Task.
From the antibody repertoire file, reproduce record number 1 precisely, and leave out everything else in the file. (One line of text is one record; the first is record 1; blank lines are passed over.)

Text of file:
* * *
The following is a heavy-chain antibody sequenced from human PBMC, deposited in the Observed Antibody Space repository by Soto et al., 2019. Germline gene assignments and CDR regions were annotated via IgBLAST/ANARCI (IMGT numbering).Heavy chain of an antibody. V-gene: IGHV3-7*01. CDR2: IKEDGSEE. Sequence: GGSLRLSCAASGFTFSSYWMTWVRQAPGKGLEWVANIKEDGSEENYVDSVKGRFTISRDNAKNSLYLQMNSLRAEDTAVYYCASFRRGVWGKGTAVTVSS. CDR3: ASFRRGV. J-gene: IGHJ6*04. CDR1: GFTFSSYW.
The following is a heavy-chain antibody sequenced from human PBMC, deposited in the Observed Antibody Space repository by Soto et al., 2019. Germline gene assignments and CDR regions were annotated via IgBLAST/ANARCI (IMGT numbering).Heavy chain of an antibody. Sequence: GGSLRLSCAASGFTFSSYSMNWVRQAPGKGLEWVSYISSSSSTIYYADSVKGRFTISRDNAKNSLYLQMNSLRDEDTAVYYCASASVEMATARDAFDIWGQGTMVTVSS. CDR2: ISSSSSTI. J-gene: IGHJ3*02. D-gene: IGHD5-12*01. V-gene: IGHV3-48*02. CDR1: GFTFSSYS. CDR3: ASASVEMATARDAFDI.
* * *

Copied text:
The following is a heavy-chain antibody sequenced from human PBMC, deposited in the Observed Antibody Space repository by Soto et al., 2019. Germline gene assignments and CDR regions were annotated via IgBLAST/ANARCI (IMGT numbering).Heavy chain of an antibody. V-gene: IGHV3-7*01. CDR2: IKEDGSEE. Sequence: GGSLRLSCAASGFTFSSYWMTWVRQAPGKGLEWVANIKEDGSEENYVDSVKGRFTISRDNAKNSLYLQMNSLRAEDTAVYYCASFRRGVWGKGTAVTVSS. CDR3: ASFRRGV. J-gene: IGHJ6*04. CDR1: GFTFSSYW.